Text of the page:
Miichele Martin noted some of the claims of improvement Robert Gates has made publicly and Penayiota Bertzikis didn't see those improvements and she specifically pointed to the hotline, "And those 24 hour hotlines that you're supposed to call? I have cases where survivors called those hotlines where you're supposed to call and talk to a victims advocate after an assault and those phones are not being picked up by anyone. The e-mails and phone calls are not answered so I haven't seen any difference since the Dept of Defense have done this Sexual Assault Prevention Office. There hasn't been much difference between now and what happened to me in '06."
Last week, CBS News announced that Lara Logan was attacked and sexually assaulted while on assignment in Egypt. today Michele Martin addressed many issues regarding that topic with ABC's Martha Raddatz, Al Jazeera's Rawya Rageh and Women's Media Foundation's Liza Gross (link has audio and transcript). Nir Rosen, of course, attacked Logan on Twitter after the news broke, explaining how he had no sympathy for her and, like many abusers, insisting she got what she deserved. Sunday, Maureen Dowd (New York Times) weighed in, "He apologized in a whiny way, explaining that he 'resented' Logan because she 'defended American imperial adventures,' and that she got so much attention for the assault because she's white and famous. He explained in Salon that 'Twitter is no place for nuance,' as though there's any nuance in his suggestion that Logan wanted to be sexually assaulted for ratings." Noting Rosen's 'apology,' Phil Bronstein (San Francisco Chronicle) observed, "But that started yet another debate about whether Rosen himself was a scurrilous troll or the victime of anti-free speech forces. I vote the former. An Esquire writer actually claimed both Rosen and Logan were 'attacked by the same thing . . . mob mentality.' That's a big stretch." And today Rosen won the not highly sought after "Dick of the Week" award: "Amazingly though, Rosen was only getting warmed up. It's his apologies that really set the standard. Rosen made several attempts at an "apology" that range from whining and petulant to flippant and dismissive. It becomes very clear very quickly that Rosen feels absolutely no remorse whatsoever for his inappropriate, insulting tweets." You can also refer to "The Damned Don't Apologize (Ava and C.I.)" that Ava and I did for Third.
Around the world, the attacks on women never end. Today Human Rights Watch issued [PDF format warning] "At a Crossroads: Human Rights in Iraq Eight Years After the US-led Invasion." Despite Barack Obama's pretty lies that Iraq is 'progress' and puppy dog tails, Human Rights Watch studied seven cities over last year and found reality is very, very different. Take this from the section on women:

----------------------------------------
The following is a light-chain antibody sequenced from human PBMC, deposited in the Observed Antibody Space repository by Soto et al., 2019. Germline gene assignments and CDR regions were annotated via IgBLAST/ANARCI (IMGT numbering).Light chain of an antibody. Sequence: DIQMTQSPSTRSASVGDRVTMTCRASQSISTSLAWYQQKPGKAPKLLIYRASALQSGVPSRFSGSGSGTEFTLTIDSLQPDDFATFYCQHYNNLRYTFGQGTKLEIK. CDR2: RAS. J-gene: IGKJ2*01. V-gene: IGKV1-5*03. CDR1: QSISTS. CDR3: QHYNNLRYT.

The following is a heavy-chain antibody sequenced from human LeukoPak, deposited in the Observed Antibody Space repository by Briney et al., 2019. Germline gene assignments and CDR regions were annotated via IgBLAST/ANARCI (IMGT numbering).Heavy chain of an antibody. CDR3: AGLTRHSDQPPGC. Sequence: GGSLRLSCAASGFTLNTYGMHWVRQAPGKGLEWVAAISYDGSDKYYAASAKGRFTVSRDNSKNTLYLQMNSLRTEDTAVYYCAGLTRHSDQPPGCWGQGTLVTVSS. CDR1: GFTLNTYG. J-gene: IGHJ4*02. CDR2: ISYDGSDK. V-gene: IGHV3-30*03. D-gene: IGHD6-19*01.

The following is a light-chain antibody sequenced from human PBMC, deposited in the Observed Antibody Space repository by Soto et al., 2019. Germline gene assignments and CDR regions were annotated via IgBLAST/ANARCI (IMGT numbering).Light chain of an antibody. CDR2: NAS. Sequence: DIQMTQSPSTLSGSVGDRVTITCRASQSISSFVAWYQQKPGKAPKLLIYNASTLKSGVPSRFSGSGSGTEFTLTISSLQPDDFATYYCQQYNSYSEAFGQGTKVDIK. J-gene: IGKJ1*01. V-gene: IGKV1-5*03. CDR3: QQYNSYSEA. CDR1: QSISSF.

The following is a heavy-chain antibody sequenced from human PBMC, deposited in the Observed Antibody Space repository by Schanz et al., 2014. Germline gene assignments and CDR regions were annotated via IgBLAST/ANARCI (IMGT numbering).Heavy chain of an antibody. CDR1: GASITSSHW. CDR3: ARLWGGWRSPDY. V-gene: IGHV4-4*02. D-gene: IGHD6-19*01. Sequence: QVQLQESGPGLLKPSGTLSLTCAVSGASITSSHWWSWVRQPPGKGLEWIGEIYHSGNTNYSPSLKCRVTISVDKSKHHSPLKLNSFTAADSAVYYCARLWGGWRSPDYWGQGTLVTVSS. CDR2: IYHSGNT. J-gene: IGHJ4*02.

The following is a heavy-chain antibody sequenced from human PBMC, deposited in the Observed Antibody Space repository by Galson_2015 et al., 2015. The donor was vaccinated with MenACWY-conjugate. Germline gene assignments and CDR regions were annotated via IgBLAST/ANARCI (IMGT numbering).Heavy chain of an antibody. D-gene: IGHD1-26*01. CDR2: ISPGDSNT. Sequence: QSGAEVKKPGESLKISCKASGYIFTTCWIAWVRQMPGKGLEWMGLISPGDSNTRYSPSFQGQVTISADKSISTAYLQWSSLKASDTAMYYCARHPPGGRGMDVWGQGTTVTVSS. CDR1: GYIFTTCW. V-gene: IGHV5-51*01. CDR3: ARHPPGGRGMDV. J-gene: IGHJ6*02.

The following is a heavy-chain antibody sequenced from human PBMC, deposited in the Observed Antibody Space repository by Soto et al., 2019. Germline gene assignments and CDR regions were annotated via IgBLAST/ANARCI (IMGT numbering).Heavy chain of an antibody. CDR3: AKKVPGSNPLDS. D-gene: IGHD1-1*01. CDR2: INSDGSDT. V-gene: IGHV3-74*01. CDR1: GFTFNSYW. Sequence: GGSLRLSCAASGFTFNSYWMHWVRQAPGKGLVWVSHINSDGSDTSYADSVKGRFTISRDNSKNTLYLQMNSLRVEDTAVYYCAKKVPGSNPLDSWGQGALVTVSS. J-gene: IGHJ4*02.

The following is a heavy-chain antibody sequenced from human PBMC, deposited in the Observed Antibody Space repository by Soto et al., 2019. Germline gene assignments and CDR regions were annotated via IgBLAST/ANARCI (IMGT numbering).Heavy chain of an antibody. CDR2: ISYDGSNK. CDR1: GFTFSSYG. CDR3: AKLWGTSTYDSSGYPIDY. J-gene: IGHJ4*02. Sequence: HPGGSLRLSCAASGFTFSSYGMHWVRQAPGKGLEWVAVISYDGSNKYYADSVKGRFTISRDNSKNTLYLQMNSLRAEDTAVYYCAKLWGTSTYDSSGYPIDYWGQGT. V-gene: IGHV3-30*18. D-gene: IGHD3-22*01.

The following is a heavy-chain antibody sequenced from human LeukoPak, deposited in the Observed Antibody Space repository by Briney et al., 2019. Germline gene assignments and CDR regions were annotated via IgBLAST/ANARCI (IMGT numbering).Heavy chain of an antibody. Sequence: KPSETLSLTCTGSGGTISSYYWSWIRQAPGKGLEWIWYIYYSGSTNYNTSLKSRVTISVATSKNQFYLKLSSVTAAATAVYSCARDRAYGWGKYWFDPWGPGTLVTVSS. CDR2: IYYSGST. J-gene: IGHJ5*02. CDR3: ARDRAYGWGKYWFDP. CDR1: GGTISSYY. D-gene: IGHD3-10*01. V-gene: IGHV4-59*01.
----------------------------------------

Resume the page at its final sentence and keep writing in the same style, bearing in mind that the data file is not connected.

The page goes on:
Women and girls also suffered from increasing restrictions on their freedom of mobility and protections under the law. In an attempt to attract support from conservative and religious groups and tribal leaders, the government introduced decrees and legislation negatively impacting women's legal status in the labor code, criminal justice system, and personal status laws. Security forces subjected female political activists and relatives of dissidents to gender-specific abuses, including sexual violence. The insecurity created by the US-led 2003 occupation of Iraq, followed by sectarian strife that engulfed the country, further eroded women's rights. In the months following the invasion, Human Rights Watch documented a wave of sexual violence and abductions against women in Baghdad. At the time, women and girls told Human Rights Watch that insecurity and fear of rape and abduction kept them in their homes, out of schools, and away from work. Although assailants kidnapped many men as well, the consequences for women and girls were worse due to concerns of family "honor," which is predicated on the moral standing and behavior of female members of the family. For women and girls, the trauma of an abduction continued well after release -- the shame associated with the event was a lasting stigma because of the presumption that abductors had raped or sexually assaulted the woman or girl during her ordeal, regardless of whether she was actually raped. After 2003, militias, insurgents, Iraqi security forces, multinational forces, and foreign private military contractors raped and killed women. [. . .] Today, armed groups continue to target female political and community leaders and activists. This threat of violence has had a debilitating impact on the daily lives of women and girls generally and has reduced their participation in public life. It has had profound consequences for women's economic participation, as many female professionals, including doctors, journalists, activists, engineers, politicians, teachers, and civil servants are forced to cease working fearing for their safety. On November 12, 2009, an assailant shot Safa 'Abd al-Amir, the principal of a girls school in Baghdad, four times. The attack happened shortly after she announced that she was running in the national elections as a Communist Party candidate. After al-Amir left her school in the al-Ghadir district at about 1:30 p.m., a maroon-colored BMW approached her vehicle from behind to the side; an assailant shot her three times in the face and once in the arm. She did not immediately realize what had happened to her since the gunman used a silencer. Despite her injuries, al-Amir managed to leave her car and walk barefoot for about 20 meters. When police arrived at the scene, they initially feared she was a suicide bomber because she was drenched in blood. "I couldn't answer the questions because they had shot my mouth -- I just kept pointing to my mouth," al-Amir related.